In the past sixty years, German judges have occasionally looked at the legal doctrines, laws, and judicial decisions of other countries to help them resolve a legal or constitutional issue. In particular, the Federal Court of Justice (FCJ) and the Federal Constitutional Court (FCC) have included comparative remarks in some decisions. The former is the court of last review for cases on private law and criminal law, and the latter has exclusive jurisdiction over constitutional issues.
This short article will focus on the comparatist endeavors of the FCC. Since its creation in 1951, this Court has become a powerful force in interpreting the Basic Law, the German Constitution that was enacted in West Germany in 1949. The decisions of the FCC have also attracted interest in other countries, and German constitutional thinking had an impact on the European Court of Human Rights (ECtHR) and on the European Court of Justice as, for instance, in the development of the principle of proportionality as a guiding yardstick in the application of constitutional principles.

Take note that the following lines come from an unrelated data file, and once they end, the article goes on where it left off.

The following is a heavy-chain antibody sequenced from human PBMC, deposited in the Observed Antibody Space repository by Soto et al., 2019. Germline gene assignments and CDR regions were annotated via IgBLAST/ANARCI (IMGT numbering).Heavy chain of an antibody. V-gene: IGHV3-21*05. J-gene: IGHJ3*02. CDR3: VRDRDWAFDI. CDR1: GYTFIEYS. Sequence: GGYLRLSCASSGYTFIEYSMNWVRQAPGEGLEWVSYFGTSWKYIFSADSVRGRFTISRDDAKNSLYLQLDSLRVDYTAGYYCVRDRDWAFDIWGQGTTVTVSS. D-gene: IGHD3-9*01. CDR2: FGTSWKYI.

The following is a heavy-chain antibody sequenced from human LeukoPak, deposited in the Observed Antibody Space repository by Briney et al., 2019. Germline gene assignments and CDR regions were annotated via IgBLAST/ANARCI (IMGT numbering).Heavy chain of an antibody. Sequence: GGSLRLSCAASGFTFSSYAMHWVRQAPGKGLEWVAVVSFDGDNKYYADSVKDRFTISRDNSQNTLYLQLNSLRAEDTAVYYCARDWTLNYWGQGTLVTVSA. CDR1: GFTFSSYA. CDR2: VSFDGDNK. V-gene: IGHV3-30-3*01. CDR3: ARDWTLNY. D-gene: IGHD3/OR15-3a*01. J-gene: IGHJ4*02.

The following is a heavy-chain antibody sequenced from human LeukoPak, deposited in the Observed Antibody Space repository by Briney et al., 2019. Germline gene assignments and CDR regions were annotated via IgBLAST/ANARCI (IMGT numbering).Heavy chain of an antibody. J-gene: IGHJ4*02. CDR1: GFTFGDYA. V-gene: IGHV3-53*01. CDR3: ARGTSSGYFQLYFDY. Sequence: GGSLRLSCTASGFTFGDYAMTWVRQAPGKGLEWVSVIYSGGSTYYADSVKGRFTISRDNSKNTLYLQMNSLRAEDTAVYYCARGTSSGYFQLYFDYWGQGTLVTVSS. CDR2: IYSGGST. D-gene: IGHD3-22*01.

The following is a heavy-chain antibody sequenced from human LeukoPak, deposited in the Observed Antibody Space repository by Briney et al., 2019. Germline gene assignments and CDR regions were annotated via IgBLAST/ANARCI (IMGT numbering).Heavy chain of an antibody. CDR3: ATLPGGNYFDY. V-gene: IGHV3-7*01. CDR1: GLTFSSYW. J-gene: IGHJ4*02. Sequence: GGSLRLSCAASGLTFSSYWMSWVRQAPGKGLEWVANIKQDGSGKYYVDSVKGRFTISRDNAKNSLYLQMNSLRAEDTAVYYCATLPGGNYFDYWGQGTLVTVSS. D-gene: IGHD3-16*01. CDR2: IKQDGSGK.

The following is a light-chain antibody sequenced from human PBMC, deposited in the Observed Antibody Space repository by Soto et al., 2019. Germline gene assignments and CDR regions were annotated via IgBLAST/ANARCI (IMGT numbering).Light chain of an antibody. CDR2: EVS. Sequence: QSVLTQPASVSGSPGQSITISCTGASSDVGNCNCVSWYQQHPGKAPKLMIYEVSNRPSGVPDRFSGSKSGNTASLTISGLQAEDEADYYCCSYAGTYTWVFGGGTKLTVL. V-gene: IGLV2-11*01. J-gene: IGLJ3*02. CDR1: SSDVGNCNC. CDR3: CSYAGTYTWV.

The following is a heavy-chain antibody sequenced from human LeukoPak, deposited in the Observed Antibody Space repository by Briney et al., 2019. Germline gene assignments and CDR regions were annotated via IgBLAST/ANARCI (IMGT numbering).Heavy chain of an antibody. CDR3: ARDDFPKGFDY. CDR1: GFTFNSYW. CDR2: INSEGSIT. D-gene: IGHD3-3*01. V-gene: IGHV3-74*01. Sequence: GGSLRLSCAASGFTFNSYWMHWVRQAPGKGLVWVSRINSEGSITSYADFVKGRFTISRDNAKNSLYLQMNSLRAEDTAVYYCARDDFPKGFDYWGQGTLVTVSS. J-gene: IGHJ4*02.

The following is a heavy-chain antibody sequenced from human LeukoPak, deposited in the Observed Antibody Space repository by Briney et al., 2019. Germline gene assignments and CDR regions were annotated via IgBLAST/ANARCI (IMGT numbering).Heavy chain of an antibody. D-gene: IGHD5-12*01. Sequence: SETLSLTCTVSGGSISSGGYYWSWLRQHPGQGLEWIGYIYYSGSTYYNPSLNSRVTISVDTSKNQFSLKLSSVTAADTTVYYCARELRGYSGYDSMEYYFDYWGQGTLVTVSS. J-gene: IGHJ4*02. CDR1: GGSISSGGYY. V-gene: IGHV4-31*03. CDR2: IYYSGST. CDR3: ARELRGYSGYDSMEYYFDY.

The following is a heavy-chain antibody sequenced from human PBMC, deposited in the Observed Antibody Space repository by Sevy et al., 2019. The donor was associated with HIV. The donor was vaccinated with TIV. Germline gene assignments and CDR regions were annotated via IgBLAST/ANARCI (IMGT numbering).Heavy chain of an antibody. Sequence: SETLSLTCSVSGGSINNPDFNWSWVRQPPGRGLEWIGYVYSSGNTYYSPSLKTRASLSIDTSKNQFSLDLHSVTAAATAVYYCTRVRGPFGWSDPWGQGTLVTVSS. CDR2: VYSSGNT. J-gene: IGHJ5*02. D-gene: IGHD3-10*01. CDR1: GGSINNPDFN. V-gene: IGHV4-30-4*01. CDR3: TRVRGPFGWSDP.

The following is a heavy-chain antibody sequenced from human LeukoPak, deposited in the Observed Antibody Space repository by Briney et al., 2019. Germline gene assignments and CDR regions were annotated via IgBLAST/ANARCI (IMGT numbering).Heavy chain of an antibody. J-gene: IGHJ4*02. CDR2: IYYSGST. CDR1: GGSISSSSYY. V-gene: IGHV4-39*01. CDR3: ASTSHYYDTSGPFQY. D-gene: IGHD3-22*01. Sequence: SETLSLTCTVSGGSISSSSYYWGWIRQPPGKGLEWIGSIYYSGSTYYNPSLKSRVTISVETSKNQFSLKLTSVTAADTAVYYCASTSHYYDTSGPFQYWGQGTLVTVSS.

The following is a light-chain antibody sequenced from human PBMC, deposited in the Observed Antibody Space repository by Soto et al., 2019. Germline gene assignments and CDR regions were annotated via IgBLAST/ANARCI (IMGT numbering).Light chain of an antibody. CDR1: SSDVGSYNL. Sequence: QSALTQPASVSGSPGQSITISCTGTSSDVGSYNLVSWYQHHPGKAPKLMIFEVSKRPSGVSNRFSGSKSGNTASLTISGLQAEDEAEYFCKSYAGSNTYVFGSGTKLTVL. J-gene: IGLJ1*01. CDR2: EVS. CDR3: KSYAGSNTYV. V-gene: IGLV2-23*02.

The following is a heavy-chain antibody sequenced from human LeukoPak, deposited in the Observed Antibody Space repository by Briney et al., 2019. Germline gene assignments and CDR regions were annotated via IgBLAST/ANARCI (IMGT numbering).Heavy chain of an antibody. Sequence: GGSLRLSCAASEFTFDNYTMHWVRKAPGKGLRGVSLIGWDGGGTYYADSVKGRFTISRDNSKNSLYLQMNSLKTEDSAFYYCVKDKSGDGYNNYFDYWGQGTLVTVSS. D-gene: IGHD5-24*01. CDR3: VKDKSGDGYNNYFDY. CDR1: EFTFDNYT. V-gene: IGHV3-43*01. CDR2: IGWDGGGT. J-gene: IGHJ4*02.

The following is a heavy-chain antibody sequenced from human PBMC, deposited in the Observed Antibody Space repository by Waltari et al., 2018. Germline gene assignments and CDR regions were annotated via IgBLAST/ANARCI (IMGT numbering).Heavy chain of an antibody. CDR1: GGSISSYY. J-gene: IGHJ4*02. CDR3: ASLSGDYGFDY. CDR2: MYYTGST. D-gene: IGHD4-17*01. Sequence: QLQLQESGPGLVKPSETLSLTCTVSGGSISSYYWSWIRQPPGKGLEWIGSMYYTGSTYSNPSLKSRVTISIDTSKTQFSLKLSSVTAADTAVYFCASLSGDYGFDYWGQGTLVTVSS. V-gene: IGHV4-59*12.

The FCC also is of interest because it has some communality with the U.S. Supreme Court. In fact, the FCC was modeled to some extent after the U.S. Supreme Court. Like the U.S. Supreme Court, the FCC writes lengthy well-reasoned opinions that draw on a variety of resources, including history and interest-balancing; and, like the justices of the U.S. Supreme Court, their counterparts in the FCC may voice their dissent in a separate opinion. Moreover, in its decisions, the FCC has drawn comparisons to the U.S. Supreme Court and U.S. law more frequently than to the courts and laws of any other countries.